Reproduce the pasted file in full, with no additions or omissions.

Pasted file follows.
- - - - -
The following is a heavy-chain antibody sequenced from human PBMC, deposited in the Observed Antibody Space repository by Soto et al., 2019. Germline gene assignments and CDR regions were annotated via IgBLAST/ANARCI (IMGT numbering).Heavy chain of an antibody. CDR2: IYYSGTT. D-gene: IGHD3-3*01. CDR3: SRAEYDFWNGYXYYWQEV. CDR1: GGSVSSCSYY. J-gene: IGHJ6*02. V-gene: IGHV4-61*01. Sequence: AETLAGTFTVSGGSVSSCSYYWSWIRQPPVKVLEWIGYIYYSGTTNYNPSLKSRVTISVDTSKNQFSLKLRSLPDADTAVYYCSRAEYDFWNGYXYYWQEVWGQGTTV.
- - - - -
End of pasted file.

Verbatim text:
The following is a heavy-chain antibody sequenced from human PBMC, deposited in the Observed Antibody Space repository by Soto et al., 2019. Germline gene assignments and CDR regions were annotated via IgBLAST/ANARCI (IMGT numbering).Heavy chain of an antibody. CDR2: IYYSGTT. D-gene: IGHD3-3*01. CDR3: SRAEYDFWNGYXYYWQEV. CDR1: GGSVSSCSYY. J-gene: IGHJ6*02. V-gene: IGHV4-61*01. Sequence: AETLAGTFTVSGGSVSSCSYYWSWIRQPPVKVLEWIGYIYYSGTTNYNPSLKSRVTISVDTSKNQFSLKLRSLPDADTAVYYCSRAEYDFWNGYXYYWQEVWGQGTTV.